“Music is a therapy. It is a communication far more powerful than words, far more immediate, far more efficient.” – Yehudi Menuhin, violinist and conductor
Peter Exner of Calgary, musician and music care provider, knows the importance of music to excite, to heal, and to bring people together. He performs regularly at United Active Living’s Garrison Green and Fish Creek communities.
“We have known anecdotally for many years that music is good for the soul but research into the effects of music is starting to catch up,” said Peter. “Studies are showing that music literally lights up the entire brain! It accesses memories, it can be used in pain management, in recovery after injuries, and many other areas.”
Knowing how music affects people guides him when selecting what music to play and what stories to tell to residents.
Peter is working towards his Music Care Certificate through www.room217.ca. As noted on their website, research has shown that music can affect blood pressure, heart rate, respiration, pupil dilation, discomfort and tolerance to pain. It can influence mood, stress levels, and emotional responses.
Research Supports the Value of Music
Psychologist Dr. Daniel Levitin of McGill University in Montreal, quoted in an American Psychological Association Science Watch column, notes that, “We’ve found compelling evidence that musical interventions can play a healthcare role in settings ranging from operating rooms to family clinics.” The researchers found that listening to and playing music increases the body’s production of the antibody immunoglobulin A and natural killer cells — the cells that attack invading viruses and boost the immune system’s effectiveness. Music also reduces levels of the stress hormone cortisol. “This is one reason why music is associated with relaxation,” Levitin said.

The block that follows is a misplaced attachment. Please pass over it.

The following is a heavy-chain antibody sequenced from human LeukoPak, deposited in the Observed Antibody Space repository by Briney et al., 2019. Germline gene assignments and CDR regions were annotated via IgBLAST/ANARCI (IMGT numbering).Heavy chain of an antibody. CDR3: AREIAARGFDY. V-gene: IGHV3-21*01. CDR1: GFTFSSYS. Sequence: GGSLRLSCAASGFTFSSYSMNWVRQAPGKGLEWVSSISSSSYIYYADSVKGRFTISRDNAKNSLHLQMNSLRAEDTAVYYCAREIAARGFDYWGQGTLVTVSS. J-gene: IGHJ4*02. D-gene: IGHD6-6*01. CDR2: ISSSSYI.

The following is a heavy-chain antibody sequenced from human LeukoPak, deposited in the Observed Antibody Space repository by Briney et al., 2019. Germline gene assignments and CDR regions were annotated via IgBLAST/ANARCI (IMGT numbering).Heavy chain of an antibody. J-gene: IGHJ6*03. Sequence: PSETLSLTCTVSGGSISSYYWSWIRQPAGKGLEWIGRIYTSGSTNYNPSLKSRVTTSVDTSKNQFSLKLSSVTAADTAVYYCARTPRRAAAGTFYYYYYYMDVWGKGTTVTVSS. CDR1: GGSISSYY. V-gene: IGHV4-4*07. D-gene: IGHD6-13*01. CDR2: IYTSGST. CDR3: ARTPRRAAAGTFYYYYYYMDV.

Peter notes that music isn’t just for those who are ill or who have memory care issues. It has preventive qualities that impact our health.
“The themes and tunes that play in the backgrounds of our lives can have a significant impact on our health and well-being,” he said. Since music can have such a profound effect on us, he challenges us to think about our own choices in music. “What music do you listen to? When do you listen to music? What do you do when music is playing in a common space that you can’t change?
“The biggest takeaway for me has been to always select music responsibly and to ensure that my audience has the proper support as we move through musical journeys on Wednesday afternoons.”
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